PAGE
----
Tutorial: Persistent Memory Workshop and Hackathon
It’s rare that there is a significant change in computer architecture, especially one that is nearly immediately pervasive across the breadth of a market segment. It’s even more rare when a fundamental change such as this is supported in a way that software developers can quickly adapt to existing software architecture. Most significant transitions require a ground-up rethink to achieve performance or reliability gains, and the cost-benefit analysis generally pushes a transition to the new thing be measured in multiple revisions as opposed to one, big jump.
In the last decade the growth of persistent memory has bucked this trend. The introduction of the solid-state disk made an immediate impact on existing software, especially in the server market. Any program that relied on multiple, small-data, read/write cycles to disk recognized significant performance increases. In cases such as multi-tiered databases, the software found a, “new tier,” of storage nearly automatically and started partitioning data to it. In an industry where innovation takes years, improvement took a matter of months to proliferate across new deployments.
While the SSD is now a standard consideration there is unexplored opportunity in solid-state storage. The NVDIMM form factor has been in existence for quite some time, providing data persistence significantly closer to processing units in the modern server and workstation. Many developers, however, are not aware that programming models already exist to easily incorporate some simple performance and reliability, both for byte and block access in programs. Moreover, new innovations of persistent memory are on the horizon that will increase the density and performance of DIMM form factors.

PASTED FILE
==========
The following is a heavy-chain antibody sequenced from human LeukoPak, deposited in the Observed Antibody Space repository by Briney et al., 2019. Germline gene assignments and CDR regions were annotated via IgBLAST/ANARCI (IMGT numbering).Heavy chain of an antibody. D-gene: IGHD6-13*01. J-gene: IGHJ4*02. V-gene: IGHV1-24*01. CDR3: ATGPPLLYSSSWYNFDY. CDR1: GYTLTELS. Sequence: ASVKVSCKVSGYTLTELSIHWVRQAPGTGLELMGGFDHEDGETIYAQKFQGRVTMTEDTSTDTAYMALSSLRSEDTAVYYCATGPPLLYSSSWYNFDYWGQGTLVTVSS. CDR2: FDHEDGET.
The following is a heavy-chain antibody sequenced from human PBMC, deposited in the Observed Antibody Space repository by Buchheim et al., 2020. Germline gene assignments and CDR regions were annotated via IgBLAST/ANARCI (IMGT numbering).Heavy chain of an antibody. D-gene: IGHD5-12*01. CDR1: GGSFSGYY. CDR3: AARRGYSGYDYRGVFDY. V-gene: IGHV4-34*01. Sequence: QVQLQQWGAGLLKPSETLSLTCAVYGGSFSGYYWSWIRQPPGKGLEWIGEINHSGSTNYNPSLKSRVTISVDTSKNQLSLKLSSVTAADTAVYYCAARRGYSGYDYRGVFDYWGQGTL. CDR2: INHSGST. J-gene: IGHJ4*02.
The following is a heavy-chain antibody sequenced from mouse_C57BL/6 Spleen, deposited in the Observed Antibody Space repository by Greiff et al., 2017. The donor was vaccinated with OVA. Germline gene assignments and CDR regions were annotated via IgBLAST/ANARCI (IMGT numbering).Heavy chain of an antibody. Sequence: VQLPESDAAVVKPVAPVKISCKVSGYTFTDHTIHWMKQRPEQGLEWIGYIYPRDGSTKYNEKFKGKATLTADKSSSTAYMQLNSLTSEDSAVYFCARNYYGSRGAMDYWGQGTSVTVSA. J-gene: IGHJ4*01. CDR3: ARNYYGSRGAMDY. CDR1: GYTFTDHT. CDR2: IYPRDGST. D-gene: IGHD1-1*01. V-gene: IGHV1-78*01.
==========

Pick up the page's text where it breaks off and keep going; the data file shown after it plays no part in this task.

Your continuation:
The Storage and Networking Industry Association (SNIA) is offering a persistent memory programming hackathon in a variety of venues in 2019, and is offering a session at NVMW. This three-hour program is designed to provide software developers an understanding of the various tiers and modes of persistent memory and what existing methods are available to access them.
Attendees will require a network accessible laptop installed with an SSH client of your choice. Access to remote virtual and physical systems and to the course materials (including source code) will be provided in the class. A variety of mentors will be available to provide tutorials and help attendees develop sample code based on open-source PM found in the Linux Kernel, PMDK.io and other interfaces. Attendees will leave the workshop with a better understanding of how of how to use existing APIs to program persistent memory, as well as where it might benefit further research and development.
The tutorial will be on Sunday afternoon in main ball room. See the program for details.